A Beautiful Work In Progress is a very inspiring read of a woman from a fairly poor but hardworking family in New York City, who as a gifted child ended up attending boarding schools and now works as a choral director and Spanish teacher at a boarding school herself. She was a runner and athlete as a teen and young adult, but gained weight as an adult. When she had a health scare, she started running again. She gradually went from run/walking 5Ks to regularly running ultramarathons and coaching cross-country. She also teaches diversity and speaks out on body positivity around the country.

If I were writing this review as a book critic, I would say the memoir probably needed a little more editing before it went to press. It hops all over the place, and is occasionally hard to follow. The timeline bounces around so much, and in a manner that doesn't follow any discernible pattern, that you spend a lot of your reading time trying to figure out when the story takes place and if the race she's in is the same one she was talking about earlier or if she's in a different one now?? It would've been a better book if the flow made more sense.

BUT, I don't think many of the people reading this book are going to be reading it as a critic. Because I write a book blog, and I certainly didn't read it as such. One part of my brain made a tiny mental note, but it wasn't the impression that stuck with me...and I didn't think much about it until I went on Goodreads before writing this review. I got a lot out of this memoir...and I enjoyed it, which I think is what Mirna was going after. I don't think she was expecting to win any awards for her writing style. I believe she was probably trying to get her story into more people's hands.

I had no idea that racing involved so much work and preparation. I also can not BELIEVE there are people out there who enjoy running as many miles as some of these folks do. It blows my mind. I also love that this woman, who has watched so many people in her family give and give and give of themselves to the detriment of their own health, has decided to focus her life on a healthy pursuit in spite of not having a body type that society deems "ideal" for the task, is also incredible. If, in sharing her story, she makes even one of us decide to go for a walk...or join a gym...or sign up for a 5K...or any other healthy activity, that we wouldn't have done for fear of what we look like, then she deserves all the praise and kudos that she has received and then some.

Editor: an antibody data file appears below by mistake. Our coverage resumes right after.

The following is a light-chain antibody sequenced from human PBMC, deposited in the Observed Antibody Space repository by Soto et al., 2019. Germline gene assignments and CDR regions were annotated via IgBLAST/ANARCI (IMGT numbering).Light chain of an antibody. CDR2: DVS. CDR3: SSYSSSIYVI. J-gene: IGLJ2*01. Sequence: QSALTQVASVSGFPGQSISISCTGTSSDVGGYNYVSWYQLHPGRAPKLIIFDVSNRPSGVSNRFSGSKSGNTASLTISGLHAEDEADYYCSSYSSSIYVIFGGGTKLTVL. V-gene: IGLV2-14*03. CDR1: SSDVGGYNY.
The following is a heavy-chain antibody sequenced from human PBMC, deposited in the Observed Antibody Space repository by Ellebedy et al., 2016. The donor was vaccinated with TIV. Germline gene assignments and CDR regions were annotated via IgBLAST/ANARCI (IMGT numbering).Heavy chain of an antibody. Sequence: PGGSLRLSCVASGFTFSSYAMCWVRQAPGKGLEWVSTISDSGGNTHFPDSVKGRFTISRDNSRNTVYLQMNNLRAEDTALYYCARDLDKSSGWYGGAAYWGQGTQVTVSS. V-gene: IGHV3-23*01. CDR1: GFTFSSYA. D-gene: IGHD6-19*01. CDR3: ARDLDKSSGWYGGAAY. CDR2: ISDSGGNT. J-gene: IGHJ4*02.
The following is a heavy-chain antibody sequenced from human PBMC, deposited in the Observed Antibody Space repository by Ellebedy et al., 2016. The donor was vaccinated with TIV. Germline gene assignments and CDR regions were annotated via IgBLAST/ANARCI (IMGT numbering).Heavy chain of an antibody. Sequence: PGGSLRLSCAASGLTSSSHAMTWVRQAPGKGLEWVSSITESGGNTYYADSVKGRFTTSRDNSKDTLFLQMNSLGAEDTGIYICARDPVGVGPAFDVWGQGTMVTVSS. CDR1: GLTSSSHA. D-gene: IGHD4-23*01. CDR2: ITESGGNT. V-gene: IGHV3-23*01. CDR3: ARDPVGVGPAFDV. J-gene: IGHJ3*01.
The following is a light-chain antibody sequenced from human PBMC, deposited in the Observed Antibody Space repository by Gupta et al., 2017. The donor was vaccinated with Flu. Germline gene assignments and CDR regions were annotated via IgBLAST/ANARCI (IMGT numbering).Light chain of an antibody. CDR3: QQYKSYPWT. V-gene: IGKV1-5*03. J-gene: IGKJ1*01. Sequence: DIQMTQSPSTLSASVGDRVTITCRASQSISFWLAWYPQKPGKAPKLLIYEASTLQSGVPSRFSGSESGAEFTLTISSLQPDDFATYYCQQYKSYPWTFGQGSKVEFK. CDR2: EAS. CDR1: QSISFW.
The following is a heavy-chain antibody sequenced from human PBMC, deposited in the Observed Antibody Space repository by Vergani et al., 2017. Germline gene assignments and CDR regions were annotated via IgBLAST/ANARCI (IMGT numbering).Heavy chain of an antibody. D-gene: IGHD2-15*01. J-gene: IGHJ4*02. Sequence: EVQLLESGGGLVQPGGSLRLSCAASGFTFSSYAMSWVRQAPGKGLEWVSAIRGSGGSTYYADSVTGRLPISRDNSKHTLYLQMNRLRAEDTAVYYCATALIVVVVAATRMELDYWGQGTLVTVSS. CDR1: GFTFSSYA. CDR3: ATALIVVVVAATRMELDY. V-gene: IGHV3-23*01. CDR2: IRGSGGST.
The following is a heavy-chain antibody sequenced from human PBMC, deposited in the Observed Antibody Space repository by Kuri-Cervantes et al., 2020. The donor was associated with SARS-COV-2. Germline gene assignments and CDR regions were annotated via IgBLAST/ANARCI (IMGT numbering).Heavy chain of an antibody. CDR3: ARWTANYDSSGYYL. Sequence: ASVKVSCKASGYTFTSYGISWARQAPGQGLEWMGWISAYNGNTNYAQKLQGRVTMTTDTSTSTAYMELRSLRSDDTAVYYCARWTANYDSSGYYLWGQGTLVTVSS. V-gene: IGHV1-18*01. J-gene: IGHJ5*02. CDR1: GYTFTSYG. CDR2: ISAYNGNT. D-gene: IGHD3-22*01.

My big take away was to never keep myself from doing something fitness related for fear of what someone else might think of me for doing it. That may sound like common sense, but I have been afraid to go to the gym for fear of what I would look like. This is a thing for some people, but it's not going to be a hang-up of mine anymore. (If you know me in real life, hold me to this one!!!)

So, the best written memoir I've ever read? Probably not. Inspiring? It is to me, a plus-sized woman who is working to get healthy and take better care of herself.

You would probably like this book if you've ever struggled with weight, or you are part of the fitness and running community.

Wednesday, November 15, 2017

Origin Review

My son beat me to the punch, and read Origin by Dan Brown within days of it being released. He then preceded to hound me until I finally picked it up, and then stared at me...and peppered me with questions for the entirety of my time reading the book. We do this to each other sometimes. It's a "thing" in our house. I think it was punishment for my not having picked up The Lord of the Rings for a re-read yet, like he wants me to do. 

We have read all of the Dan Brown/Robert Langdon books, and both have different favorites. They are slightly tainted by which cities in Europe we call our favorite. I have purchased the Illustrated editions because it's not fun having to look up the art work and architecture that's referenced CONSTANTLY while reading, and much easier to have the work done for you. Of course, those are purchased AFTER we've already read the regular novel. 

I guess what I'm trying to say is, I enjoy the Robert Langdon book series. I find them entertaining, which is what fiction is trying for...most of the time. I have a half-finished blog post about genre bias in fiction, and my issue with people who think certain books are better than other books...and I feel that the Dan Brown novels get tossed into the mix of authors who are snubbed, and treated as less than in the bookosphere. I don't want to go on a gigantic tangent, but there are a lot of folks out there who missed the fact that 1) his books are fiction, and labeled as such, and 2) if the formula works, why tweak it. 

Origin once again finds Robert Langdon in the middle of a crazy turn of events, this time in the Guggenheim Museum in Bilbao Spain, and once again has to solve a mystery to help a former student who was killed reveal a discovery that he's promised will "change the face of science forever" and destroy religion as we know it. With the help of the lovely Ambra Vidal, the museum director and fiance of the future King of Spain, he hopes to reveal the discovery and keep the two of them alive.